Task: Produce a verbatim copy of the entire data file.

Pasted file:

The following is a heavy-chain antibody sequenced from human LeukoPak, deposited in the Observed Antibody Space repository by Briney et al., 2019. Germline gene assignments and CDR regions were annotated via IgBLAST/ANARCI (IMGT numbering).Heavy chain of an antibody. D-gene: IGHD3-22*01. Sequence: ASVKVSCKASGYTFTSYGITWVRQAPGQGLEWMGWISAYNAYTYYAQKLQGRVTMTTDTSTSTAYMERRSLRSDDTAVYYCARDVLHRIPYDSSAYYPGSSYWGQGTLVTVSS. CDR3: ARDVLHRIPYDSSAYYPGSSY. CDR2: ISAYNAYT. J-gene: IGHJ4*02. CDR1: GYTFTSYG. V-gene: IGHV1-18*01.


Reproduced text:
The following is a heavy-chain antibody sequenced from human LeukoPak, deposited in the Observed Antibody Space repository by Briney et al., 2019. Germline gene assignments and CDR regions were annotated via IgBLAST/ANARCI (IMGT numbering).Heavy chain of an antibody. D-gene: IGHD3-22*01. Sequence: ASVKVSCKASGYTFTSYGITWVRQAPGQGLEWMGWISAYNAYTYYAQKLQGRVTMTTDTSTSTAYMERRSLRSDDTAVYYCARDVLHRIPYDSSAYYPGSSYWGQGTLVTVSS. CDR3: ARDVLHRIPYDSSAYYPGSSY. CDR2: ISAYNAYT. J-gene: IGHJ4*02. CDR1: GYTFTSYG. V-gene: IGHV1-18*01.